My mini-globe tour of Munich has taken me to places you wouldn’t expect to find in the Bavarian capital, like Greece, Italy, New York, and even Asia.
Who needs to travel far when you have surfers in the middle of the city, an original Nepalese pagoda, intriguing street art, and container cafes, or a pompous castle with a fantasy castle park to visit?
Whether you’re in Munich for Corona or not, I’ve put up a list of the city’s best sights and events with some of my preferred eating establishments while you’re at it.
Let’s dig in, shall we?
Welcome to Munich’s Asian Dream of Westpark!
In the middle of Munich… a Thai shala and an actual Nepalese pagoda?!
Well, Westpark does transport you to another world entirely.
As the sun sets, the open pavilion with the Buddha statue on a platform in the middle of a beautiful lake takes on a remarkably magical atmosphere.
The Nepalese Pagoda is just a few feet away, and it brings back pleasant memories of this exciting country. A team of 300 Nepalese carvers worked on it for seven months before it was dismantled and got to Munich.
The two pavilions, built for the 1983 International Horticultural Exhibition, can be found to the west of the Chinese Garden.
They should soon be able to host Buddhist complete- and new-moon celebrations. Taking a stroll through the Chinese “Garden of Fragrance and Splendor” will take you on a lovely journey through the seasons, while meditating in the Japanese Garden will leave you deep peace.
Cafe advice: The Westpark’s Gans am Wasser construction trailer café has a laid-back vibe, a unique aesthetic, and excellent appetizers. Perfect for a refreshing beverage and more!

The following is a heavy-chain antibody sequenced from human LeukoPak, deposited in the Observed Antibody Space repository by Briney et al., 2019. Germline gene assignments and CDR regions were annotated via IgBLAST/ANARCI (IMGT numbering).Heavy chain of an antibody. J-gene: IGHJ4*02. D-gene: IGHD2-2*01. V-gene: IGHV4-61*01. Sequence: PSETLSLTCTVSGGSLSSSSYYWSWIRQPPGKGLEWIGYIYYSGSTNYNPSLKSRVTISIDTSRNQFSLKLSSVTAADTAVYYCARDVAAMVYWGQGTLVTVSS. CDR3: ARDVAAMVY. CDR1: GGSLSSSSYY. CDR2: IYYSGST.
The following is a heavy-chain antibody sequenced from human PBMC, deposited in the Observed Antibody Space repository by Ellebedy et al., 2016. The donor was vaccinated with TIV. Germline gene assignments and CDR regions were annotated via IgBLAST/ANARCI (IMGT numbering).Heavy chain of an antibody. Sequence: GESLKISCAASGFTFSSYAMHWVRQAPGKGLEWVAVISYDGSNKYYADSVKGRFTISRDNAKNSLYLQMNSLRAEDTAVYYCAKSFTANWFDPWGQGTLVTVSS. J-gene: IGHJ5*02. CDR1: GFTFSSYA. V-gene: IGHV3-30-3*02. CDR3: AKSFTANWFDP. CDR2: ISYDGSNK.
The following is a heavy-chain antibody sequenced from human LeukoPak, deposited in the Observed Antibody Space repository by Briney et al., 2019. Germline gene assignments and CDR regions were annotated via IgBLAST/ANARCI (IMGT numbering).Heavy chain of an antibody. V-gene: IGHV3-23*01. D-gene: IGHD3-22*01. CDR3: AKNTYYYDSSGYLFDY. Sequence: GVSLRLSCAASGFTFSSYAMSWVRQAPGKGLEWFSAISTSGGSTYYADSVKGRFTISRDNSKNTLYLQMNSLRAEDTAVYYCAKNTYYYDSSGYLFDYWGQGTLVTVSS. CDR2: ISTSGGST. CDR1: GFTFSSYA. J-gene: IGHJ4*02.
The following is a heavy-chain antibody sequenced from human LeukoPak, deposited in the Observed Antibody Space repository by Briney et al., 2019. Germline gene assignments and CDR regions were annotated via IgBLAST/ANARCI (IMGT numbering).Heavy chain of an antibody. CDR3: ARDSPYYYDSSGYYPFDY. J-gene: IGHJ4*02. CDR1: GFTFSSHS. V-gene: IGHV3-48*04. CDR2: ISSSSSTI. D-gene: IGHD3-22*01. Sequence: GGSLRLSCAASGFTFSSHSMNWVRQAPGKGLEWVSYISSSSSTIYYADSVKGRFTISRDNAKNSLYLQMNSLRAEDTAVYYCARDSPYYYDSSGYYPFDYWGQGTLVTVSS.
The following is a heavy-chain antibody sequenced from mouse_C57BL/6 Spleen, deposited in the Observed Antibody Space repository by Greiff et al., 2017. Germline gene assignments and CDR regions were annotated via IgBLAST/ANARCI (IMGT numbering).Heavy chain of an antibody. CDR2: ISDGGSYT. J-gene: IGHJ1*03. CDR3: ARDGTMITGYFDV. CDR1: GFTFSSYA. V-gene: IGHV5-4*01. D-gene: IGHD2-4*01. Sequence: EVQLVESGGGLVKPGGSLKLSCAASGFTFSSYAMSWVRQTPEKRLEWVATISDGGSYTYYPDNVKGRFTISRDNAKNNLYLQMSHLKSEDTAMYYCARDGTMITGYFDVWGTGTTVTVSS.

There’s a Japanese Tea House in the English Garden where you can learn everything about this 3,000-year-old beverage during a formal tea ceremony.
For the 1972 Olympic Games, a simple but very well-designed residence was built to introduce Europe to the mystique surrounding this ritual.
The Nikkei Kitchen in Schwabing, which opened just a few weeks ago, introduced a novel concept: Japanese-Peruvian cuisine served at a limited number of tables with simple décor but bursting with flavor.
Your taste senses will be pampered by the ceviche, sushi, and stuffed baby calamari, all of which melt in your mouth. Please give it a try!
The ancient town of Munich has a distinctly Italian feel about it.
This past year, when I was wandering through Florence at an early hour, I stumbled across the Loggia Dei Lanzi and gasped.
Suddenly, I found myself in front of the Feldherrnhalle in Munich, as if I’d been transported back in time.
As you can see, the two buildings are pretty similar. Compared to Florence’s neoclassical loggia, Munich’s, known as the “northernmost city in Italy,” is much more recent, dating to Ludwig I’s reign.
The outdoor festival Klassik is Odeonsplatz takes place here every summer, with world-famous stars and orchestras participating in the event. Shopaholics and visitors visiting surrounding Munich sites sometimes take a rest on the stairs going up to the hall to stare down Ludwigsstrasse toward the massive Siegestor.
The Theatinerkirche, the first church built in the late Baroque style north of the Alps, rises across the courtyard, its towers rising above the trees. At the end of the day, numerous sunbathers relax on the steps of their homes at Max-Joseph-Platz, which is just a few blocks from the Feldherrnhalle and evokes Rome’s Capitol Square. Gelateria Garda’s Italian ice cream is a delicious complement.